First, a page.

Taking place at Bedrock Studios, a recording and practice space in Echo Park, from 3 to 10 p.m., the festival will feature music curated by Yeah Yeah Yeahs guitarist Nick Zinner. There will be performances from noisegrind supergroup Head Wound City (featuring Zinner, Jordan Blilie and Cody Votolato of The Blood Brothers, and Justin Pearson and Gabe Serbian, both from The Locust and Holy Molar) as well as local indie rockers Cherry Glazerr (check out our interview with the band here), garage rockers Deap Vally and all-female Black Sabbath tribute group Black Sabbitch. It’s hosted by German techno personality Flula and will feature music spun by DJ Soft Touch.
In the video for her song "Go," featuring Blood Diamonds, Grimes goes all Mad Max/Final Fantasy on us with swords and veils in the desert. But then also at the club. 'Cause after all, this was a song Grimes had written for RIhanna but that got turned down. Pretty lame, it would have been nice to hear Rihanna try something different like this, but it sounds great coming from Grimes, too. The song is available to download now from Amoeba.com.
See the video below:
This 1973 solo debut from the country-rock pioneer marked his departure from The Flying Burrito Brothers and includes such songs as "That's All It Took," featuring Emmylou Harris. This reissue comes on 180 gram vinyl.
The Weekly Wednesday steal is happening every Wednesday, in which we sell some prized piece on discount for only $10 while supplies last. It's limited to one per customer. Previous deals have included releases by Boards of Canada and tUnE-yArDs for only $10. Keep coming back every Wednesday to Amoeba.com to see what we have going on. As always, there’s FREE SHIPPING on Amoeba.com for music and movies in the U.S.
Listen up, Dylan fans: B Dizzle has another set of Bootleg tapes coming our way this November.
The Basement Tapes Complete: The Bootleg Series Vol. 11 is due Nov. 4 on Legacy. These recordings comprise the time when Bob Dylan and his band (that would be The Band) holed up in West Saugerties, New York at a house they dubbed Big Pink to make some of their most iconic recordings some 50 years ago, according to Rollingstone.
Band member Garth Hudson helped producer Jan Haust salvage what they could of the previously unused recordings, which will be released in a chronological order (using Hudson's numbering system) in the six-disc release, which will include covers of country songs by artists Johnny Cash, Hank Williams and Harlan Howard as well as R&B legend Curtis Mayfield, along with traditional rearrangements and lots of originals. There also will be a two-disc version of highlights released called The Basement Tapes Raw.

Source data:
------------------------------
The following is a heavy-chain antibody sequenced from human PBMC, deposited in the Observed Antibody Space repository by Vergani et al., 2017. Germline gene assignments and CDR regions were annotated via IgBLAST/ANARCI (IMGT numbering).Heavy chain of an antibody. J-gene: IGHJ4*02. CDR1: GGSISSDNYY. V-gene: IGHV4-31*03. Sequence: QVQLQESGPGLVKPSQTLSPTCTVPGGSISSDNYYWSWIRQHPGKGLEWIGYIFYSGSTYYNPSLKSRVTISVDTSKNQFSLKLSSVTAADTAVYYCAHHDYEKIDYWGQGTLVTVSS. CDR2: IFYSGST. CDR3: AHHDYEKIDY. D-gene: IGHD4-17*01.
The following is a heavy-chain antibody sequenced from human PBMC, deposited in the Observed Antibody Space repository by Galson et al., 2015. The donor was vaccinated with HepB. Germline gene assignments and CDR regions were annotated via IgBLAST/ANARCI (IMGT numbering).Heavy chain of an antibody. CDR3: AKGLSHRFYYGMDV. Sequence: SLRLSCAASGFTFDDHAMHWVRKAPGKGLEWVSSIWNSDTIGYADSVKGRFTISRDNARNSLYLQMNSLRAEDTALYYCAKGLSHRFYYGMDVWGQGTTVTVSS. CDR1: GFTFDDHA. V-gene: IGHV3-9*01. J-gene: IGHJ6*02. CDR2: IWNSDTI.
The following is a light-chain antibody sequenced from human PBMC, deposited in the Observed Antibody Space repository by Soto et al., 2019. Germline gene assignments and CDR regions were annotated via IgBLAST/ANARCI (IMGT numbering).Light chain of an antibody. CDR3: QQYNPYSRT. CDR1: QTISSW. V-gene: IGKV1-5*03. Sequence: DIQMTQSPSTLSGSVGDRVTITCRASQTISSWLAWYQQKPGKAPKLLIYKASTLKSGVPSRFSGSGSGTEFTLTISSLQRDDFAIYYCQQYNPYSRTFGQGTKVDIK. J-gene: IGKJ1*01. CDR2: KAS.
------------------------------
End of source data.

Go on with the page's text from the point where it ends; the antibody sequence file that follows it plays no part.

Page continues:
If you like post-punk music at all, your favorite new band will probably be Merchandise. With a bit of Pulp’s swagger, the Cure’s emotional yet economical guitarwork and the dramatic grandiosity of Morrissey’s solo work, Merchandise nail every nuance on their new album, After the End. Big, shimmering chords on “Enemy” announce their arrival with the kind of bravado that leaves you a little breathless, incredulous that this isn’t a song or band you’ve heard before. Singer Carson Cox’s throaty tenor fills the space that isn’t carved out by his bandmates nicely, on ballads like the stunning “Life Outside the Mirror.” It’s a solid listen, but After the End particularly shines on its singles, like “Little Killer,” the riff of which is catchy enough to leave you tracking back again and again to get that feeling all over again. While After the End is an immensely enjoyable album, the elephant in the room is that, however immaculately made, it’s not the most original thing you’ve ever heard—“Green Lady” is great, with its stuttering beat, big guitar riffs and sure, why not, some sitar, but it could easily be a Morrissey outtake. No matter. Originality will come in time. For now, Merchandise reach a very specific itch, that youthful feeling of discovering a new favorite band who just flat out gets it. No trickery, nothing too out of the ordinary, just some of the best pop music you’ve heard in ages.